Ghostbusters the Videogame: Remastered Review

Well there is something something strange in the neighbourhood; the remastered version of the Ghostbusters game, originally released for the Xbox 360. Honestly, I did not see this game coming, though having played the original back in the day, it is nice to be able to revisit on Xbox One. Developed by Saber Interactive and published by Mad Dog Games, has much been changed in the intervening years in this spiritual successor to the movies?

For those who didn’t play the original, the game takes place somewhen after the second movie and has pretty much all of the original cast reprising their roles, both in looks and voice, including the late Harold Ramis as Egon. You play the part of a new recruit they refer to as ‘rookie’ and you must assist the Ghostbusters who need to deal with the new threat that is about to hit New York and eventually take you to a ghost world to face some previous villains from the movies.

Usually, with games remembered as fondly as this one, it is digitally made available as a backwards compatible title, though that program has recently been stopped, for now. But the remastered version has done some work to upgrade the graphical quality of the New York locations you visit as well improve the quality of the cut scenes. But I have to say you can still very much tell it is not a native Xbox One game as the character models still look like they could be a vastly improved. The audio of this game is as good as I remember with the background music you immediately associate with Ghostbusters like the sounds of the proton packs, the PKE detector and other equipment. It still makes me feel nostalgic and with the original voices, it ticks a lot of boxes. Hearing the stern unflappable delivery of Harold Ramis, the naïve intelligent Dan Ackroyd, the deflated acceptance of Ernie Hudson and of course the funny sarcastic quips of Bill Murray who surprised many by contributing to the game. There are a few other familiar voices like Janine the phone operator and the mayor of New York, but the original cast was always going to be the most important.

The game plays as a 3rd person shooter with RPG elements. You move in the environments searching for ghosts using the trusty PKE meter to scan ectoplasmic anomalies when you notice them including some hidden ones. Then when it comes to battle with the ghostly enemies you bring out the proton pack to wear the foes down. Once they are weakened, your beam becomes a gripping beam which you use to pull them to the trap which you or your ally can throw. As expected, the ghosts will resist being captured and if you aim your beam to the opposite way the enemy is trying to escape then it will fill up a slam meter. Once sufficiently full you can slam the ghosts against the wall or floor with your gripping proton beam, stunning them, which makes it easier to direct them into the trap. Then once caught you can go over and recover the trap which will earn you some credit. This is where the RPG element comes in as not only do you feel like you’re playing as yourself helping the Ghostbusters , but you earn money to upgrade your equipment. The variety of upgrades from weakening the enemy quicker or making the trapping beam wider all help to keep the game interesting and the upgrades will be required to handle the tougher enemies later in the game.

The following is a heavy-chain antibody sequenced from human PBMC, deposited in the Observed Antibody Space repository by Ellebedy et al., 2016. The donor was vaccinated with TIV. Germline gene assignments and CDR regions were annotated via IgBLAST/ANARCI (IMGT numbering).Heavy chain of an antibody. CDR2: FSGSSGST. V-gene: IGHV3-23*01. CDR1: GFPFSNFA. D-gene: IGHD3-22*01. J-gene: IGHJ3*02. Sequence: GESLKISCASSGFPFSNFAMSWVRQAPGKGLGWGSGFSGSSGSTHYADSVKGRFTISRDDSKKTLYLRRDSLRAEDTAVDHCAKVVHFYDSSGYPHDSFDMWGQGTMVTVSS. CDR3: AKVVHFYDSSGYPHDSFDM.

There are a few minor gripes with the game though. Some of the areas you traverse are quite congested which is to be expected – in a hotel, for example. But moving around these objects in the 3rd person view becomes a bit annoying. The proton pack in all its glory looks great but is a little unwieldy, though considering it was essentially homemade this does add a bit of authenticity. But it seems to add some challenge to the game they added in a reload system. This is so you are just not consistently firing your proton beam so occasionally you need to release proton pack before it overheats. You have a rising heat gauge which you can see on your back which in mid-battle is hard to keep a track off and I kept overheating a lot. Also, the AI allies which come in the form of the other Ghostbusters consistently make you wonder who the rookie is in the situation. They are generally unhelpful in battle situations which a shame as busting ghosts with the fellow Ghostbusters should be a joy.


This may seem like an easy cash grab scheme to re-release the same game and play on the nostalgia people have for the Ghostbusters. But they have done a lot of work to upscale the graphics to make it feel like the game belongs on the Xbox One. It is still a good fun game and it does feel like a continuation from the movies and great that you feel involved in the story. If you can ignore the few minor annoyances, then this game still holds up as a decent game for anyone and not just long-time fans.

This game was tested and reviewed on Xbox One. All of the opinions and insights here are subject to that version.
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  • Original cast likeness and voices
  • The upgraded graphics do look great
  • Great story and makes you feel involved
  • Character models seem a bit poor
  • Team AI is a bit rubbish
  • Cluttered areas can make it hard to move
Gameplay - 8.5
Graphics - 8
Audio - 8.5
Longevity - 7
Written by
Gaming, or, games in general, are in my blood. Just shy of an addiction but still an obsession. From opening my mind on the Commodore 64 I have kept up with the generations of gaming, currently residing on the Xbox One. Gamertag: Grahamreaper

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